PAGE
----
Visa’s Rwanda Initiative: An Electronic Journey Starts with the Last 3 Feet
April 16, 2012
I had the opportunity to attend a briefing on Visa’ s partnership with the Rwandan government to establish a basic electronic payments infrastructure in the emerging nation. This initiative leverages Visa’s recent acquisition of Fundamo as an enabling platform for mobile financial services, most notably P2P payments.
As we struggle in the U.S. to figure out the basics of mobile payments, their technologies, and business models, mobile financial services mean something much more basic in an emerging nation like Rwanda. There, mobile is the vehicle of choice because it is one of the few available vehicles to support financial services. With few banks, branches, ATMs, and POS terminals, wireless communications provide the one potentially unifying element.
What interests me is not so much the technology of mobile money and integrating a custom-built market into the broader Visa payments network, although that is indeed the capability that makes it all possible. Rather, it is the challenge I term the “last 3 feet” of the transaction, between the end user and a non-bank agent. In nations where nearly everyone is unbanked (because there are few banks), the organization, training, and management of a network of local agents is a significant and necessary step to providing financial services. Money movement may be electronified, but the end delivery of money in these new markets is often via cash. We in the developed world may go for long periods without tapping the cash sides of our wallets, thanks to the lowly POS terminal and ubiquitous payment cards. But in a market without POS terminals or bank accounts, consumers must first learn to trust their local agents, and believe their promise that money will be delivered at the end of a mobile transaction. Some day there will be POS terminals and more ATMs, but that is not the starting point.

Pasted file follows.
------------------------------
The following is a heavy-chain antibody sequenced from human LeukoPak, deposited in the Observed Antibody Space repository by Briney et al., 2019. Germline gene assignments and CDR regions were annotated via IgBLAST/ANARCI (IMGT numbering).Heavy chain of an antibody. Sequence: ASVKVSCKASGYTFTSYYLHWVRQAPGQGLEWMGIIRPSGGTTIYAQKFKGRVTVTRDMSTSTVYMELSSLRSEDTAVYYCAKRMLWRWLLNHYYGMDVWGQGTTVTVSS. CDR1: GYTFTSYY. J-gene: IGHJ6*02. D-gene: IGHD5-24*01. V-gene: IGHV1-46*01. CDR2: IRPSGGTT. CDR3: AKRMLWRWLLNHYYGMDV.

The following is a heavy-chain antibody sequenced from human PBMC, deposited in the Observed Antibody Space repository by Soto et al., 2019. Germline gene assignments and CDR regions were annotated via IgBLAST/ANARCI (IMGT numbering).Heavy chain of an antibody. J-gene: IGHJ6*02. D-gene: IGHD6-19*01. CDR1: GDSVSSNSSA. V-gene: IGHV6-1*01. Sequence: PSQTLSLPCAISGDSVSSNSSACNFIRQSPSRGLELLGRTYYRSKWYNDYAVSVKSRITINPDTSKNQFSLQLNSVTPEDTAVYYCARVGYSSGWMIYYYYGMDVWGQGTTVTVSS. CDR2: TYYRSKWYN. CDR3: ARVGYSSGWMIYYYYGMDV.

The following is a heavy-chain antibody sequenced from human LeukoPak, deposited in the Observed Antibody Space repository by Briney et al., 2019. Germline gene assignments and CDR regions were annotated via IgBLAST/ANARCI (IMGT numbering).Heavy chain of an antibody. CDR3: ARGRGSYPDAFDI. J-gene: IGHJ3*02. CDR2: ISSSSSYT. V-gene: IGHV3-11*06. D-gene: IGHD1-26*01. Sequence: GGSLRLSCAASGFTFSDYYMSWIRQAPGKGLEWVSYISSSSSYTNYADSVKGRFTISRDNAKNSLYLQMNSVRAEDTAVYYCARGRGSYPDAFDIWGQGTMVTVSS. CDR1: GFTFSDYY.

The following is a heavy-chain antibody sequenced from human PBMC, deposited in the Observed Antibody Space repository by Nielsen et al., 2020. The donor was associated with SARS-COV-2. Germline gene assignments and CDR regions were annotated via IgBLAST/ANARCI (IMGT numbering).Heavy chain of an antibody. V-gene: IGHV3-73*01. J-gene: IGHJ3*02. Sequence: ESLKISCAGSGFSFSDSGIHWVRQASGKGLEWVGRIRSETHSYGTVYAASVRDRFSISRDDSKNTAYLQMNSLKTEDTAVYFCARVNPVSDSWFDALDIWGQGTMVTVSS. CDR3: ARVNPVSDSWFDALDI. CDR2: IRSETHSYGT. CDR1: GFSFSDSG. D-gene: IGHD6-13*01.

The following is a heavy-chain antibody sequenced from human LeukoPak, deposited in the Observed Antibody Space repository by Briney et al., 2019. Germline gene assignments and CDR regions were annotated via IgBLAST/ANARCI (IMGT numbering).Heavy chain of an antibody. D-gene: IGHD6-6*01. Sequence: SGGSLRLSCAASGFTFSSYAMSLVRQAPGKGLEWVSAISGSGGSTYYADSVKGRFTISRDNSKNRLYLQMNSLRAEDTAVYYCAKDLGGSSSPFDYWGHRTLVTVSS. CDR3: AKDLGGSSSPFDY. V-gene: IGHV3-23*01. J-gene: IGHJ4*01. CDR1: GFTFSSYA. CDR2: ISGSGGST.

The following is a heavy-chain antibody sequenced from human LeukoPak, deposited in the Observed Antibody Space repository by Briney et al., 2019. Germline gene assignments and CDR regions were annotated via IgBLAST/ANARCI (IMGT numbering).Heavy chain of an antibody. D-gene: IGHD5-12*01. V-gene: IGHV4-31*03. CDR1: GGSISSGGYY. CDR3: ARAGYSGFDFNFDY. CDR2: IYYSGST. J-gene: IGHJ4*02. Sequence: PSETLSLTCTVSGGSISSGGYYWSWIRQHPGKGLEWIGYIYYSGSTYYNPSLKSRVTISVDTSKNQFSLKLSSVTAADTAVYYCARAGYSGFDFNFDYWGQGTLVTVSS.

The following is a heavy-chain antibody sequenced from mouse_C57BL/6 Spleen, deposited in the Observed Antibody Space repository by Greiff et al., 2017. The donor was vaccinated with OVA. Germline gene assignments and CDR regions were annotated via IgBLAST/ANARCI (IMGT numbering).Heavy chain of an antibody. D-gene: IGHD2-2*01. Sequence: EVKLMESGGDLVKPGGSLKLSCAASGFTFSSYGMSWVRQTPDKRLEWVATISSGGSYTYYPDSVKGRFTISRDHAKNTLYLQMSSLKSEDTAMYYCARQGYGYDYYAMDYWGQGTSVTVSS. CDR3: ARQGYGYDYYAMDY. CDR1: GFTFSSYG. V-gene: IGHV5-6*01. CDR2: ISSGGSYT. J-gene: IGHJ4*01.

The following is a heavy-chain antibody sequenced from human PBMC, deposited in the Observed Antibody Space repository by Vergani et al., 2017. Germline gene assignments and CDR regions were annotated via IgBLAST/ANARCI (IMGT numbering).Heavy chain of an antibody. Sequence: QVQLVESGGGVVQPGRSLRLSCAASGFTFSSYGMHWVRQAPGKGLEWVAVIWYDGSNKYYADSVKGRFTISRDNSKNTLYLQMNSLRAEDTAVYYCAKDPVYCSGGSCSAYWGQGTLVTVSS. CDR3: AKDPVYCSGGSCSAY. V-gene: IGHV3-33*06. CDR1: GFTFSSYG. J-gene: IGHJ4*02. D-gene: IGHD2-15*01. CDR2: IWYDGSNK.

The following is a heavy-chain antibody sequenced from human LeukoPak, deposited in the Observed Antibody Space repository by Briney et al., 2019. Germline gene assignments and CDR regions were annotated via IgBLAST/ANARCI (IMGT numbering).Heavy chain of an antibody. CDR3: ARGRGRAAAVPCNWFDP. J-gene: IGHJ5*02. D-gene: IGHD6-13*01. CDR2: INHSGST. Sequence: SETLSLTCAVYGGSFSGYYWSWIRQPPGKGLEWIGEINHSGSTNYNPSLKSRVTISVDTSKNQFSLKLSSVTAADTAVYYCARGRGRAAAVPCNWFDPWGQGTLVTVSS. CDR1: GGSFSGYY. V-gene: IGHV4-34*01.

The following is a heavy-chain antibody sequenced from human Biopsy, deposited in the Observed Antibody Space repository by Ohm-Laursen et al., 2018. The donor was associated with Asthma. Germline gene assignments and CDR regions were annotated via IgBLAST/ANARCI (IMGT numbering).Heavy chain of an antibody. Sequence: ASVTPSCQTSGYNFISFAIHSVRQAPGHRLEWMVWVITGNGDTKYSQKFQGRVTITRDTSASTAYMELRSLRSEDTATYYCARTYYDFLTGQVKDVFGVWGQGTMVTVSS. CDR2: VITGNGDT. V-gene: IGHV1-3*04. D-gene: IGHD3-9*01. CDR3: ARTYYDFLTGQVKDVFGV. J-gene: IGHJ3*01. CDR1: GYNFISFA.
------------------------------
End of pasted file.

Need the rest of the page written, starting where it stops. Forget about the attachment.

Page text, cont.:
Visa’s partnership with the Rwandan government is important for many reasons. While there is a justifiably feel-good angle to the initiative, it is an investment in a long term market that will deliver new payment customers. Visa’s acquisition of Fundamo, a platform devoted to enabling mobile payments in emerging markets, and its integration into the Visa payments network, show broad commitment to the dealing with the infrastructure needs of those markets. But I don’t want to lose sight of Visa’s commitment to the last 3 feet of the transaction—the non-electronic part. That’s a necessary stage of development, and fraught with organizational and cultural challenges.
As we embark on our own mobile payments journey, it’s worth noting that some mobile paths are much more fundamental in nature. Visa’s willingness to take on these specific challenges of emerging markets is noteworthy.